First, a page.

The Right to Religion and the Case of Charlie Brooks Jr.
"Everyone has the right to freedom of thought, conscience and religion; this right includes freedom to change his religion or belief, and freedom, either alone or in community with others and in public or private, to manifest his religion or belief in teaching, practice, worship and observance." Article 18, Universal Declaration of Human Rights
Charlie Brooks Jr. was on death row for kidnapping and murder and yet he still found security in his life. This security was through his religion. While Charlie was in jail he converted to Islam. He states how it is his daily mission to become a better person and he does this through prayer. However, this was not always the case. He writes in a letter to his son Keith “In the not too distant past, I did not really believe in Allah.” Charlie’s actions in the past went against God’s word. While in prison he started to see the wrongs of his past and started studying the Nation of Islam. A few years before his execution Charlie was so devoted to the Muslim religion, he prayed everyday and was even the Iman of his unit in prison. He was the highest-ranking Muslim in the entire prison system.
There were many injustices throughout Charlie Brooks Jr.’s life in prison and execution however; his relationship with the Islam religion was not one of them. Article 18 of the Universal Doctrine of Human Rights explicitly states, “Everyone has the freedom to change his religion or belief.” Although Charlie was in jail, he expressed his right to convert to Islam. The jail had an entire Islamic community and people worshipping Allah were able to pray and have monthly services. As stated before Charlie was even able to become a leader for his religion. He even changed his name from Charlie Brooks Jr. to Sharif Ahmad Abdul-Rahim. His right to participate and convert to the Islamic religion was not violated while he was in prison.
While in prison, Charlie or Sharif also exercised his right to try to teach the religion of Islam to his sons through letters and visitations. He writes to Keith in another letter to “continue to study the word of Allah because it is through study that one acquires knowledge, then one is able to put that knowledge into action.” Charlie wants his children Keith and Derrek to follow the Nation of Islam like he did. While in jail Charlie believed that Allah would save him, that if he continued to pray he would get out of jail. In an oral history Keith recalls how his father shared the words “we ‘alaykum as-salaam” with him. Translated this means “Peace be unto you and unto you be peace.” Keith and Charlie used to use this line in their letters to each other. Charlie also encouraged Derrek to study the Nation of Islam. Derrek also shares in his oral history how his father encouraged him to listen to Muslim teachings. Although, their father was a devoted Muslim neither of his children converted. Charlie was extremely respectful of Keith’s decision to follow the Christian faith instead of Islam, here Charlie respected the right of his child to worship any religion he wanted following Article 18 in the UDHR.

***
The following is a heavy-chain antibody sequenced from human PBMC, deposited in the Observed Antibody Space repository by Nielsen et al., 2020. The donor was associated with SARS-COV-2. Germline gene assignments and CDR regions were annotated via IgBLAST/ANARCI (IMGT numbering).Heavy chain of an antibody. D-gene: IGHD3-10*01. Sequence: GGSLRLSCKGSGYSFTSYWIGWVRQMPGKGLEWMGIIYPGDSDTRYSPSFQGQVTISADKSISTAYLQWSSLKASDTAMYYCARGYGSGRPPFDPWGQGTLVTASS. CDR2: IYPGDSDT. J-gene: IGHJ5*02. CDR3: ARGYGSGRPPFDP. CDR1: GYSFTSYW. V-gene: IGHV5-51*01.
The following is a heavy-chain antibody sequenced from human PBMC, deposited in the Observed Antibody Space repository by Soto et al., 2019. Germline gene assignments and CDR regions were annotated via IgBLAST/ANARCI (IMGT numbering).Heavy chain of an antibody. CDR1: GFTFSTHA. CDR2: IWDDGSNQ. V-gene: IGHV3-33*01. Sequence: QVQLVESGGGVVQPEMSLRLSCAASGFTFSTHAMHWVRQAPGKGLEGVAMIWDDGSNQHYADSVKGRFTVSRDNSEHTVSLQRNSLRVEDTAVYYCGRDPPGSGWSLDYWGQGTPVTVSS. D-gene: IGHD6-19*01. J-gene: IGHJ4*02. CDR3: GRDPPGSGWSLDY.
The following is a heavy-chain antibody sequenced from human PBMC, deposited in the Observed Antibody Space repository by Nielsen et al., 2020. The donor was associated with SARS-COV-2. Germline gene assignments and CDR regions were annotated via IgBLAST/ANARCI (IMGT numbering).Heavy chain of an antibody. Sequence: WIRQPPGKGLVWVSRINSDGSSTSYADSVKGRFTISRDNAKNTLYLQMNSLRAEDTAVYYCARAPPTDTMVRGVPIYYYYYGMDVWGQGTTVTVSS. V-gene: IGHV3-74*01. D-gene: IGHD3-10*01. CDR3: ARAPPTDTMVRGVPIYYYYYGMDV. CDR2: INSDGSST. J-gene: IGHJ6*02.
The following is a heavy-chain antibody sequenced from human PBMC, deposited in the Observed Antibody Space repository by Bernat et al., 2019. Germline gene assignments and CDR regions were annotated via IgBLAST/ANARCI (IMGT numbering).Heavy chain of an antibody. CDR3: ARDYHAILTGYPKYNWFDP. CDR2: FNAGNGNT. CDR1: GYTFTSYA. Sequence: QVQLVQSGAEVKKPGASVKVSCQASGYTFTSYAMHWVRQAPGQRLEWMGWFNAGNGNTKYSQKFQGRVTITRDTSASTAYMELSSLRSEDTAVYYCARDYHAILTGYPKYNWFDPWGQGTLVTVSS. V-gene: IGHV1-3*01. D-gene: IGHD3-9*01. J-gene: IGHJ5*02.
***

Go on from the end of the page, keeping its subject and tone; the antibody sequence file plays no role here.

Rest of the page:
Without religion, Charlie would have been facing even more torment while in jail. His religion gave him security and peace. In the oral history of Keith Brooks, he was asked if his father’s conversion to Islam changed him and if he could see that change. Keith responded saying “I think for sure. I think that the Muslim principles of peacefulness definitely was permeated his life. He really was a very peaceful and generous spirited person, and I do attribute that to organized religion.” Article 18 of the UDHR is extremely important. Religion is more than just a practice but it can be a way of life for people. Charlie Brooks Jr. is a perfect example of how religion can save people. Although Charlie was still executed his last words was a prayer to Allah. He found comfort in his religion and something to believe in. The right to religion is a right that needs to be protected.
Derrek's Oral History: https://tinyurl.com/mkh4dob
Keith's Oral History: https://tinyurl.com/n7s5r8d
By Kelly Komsa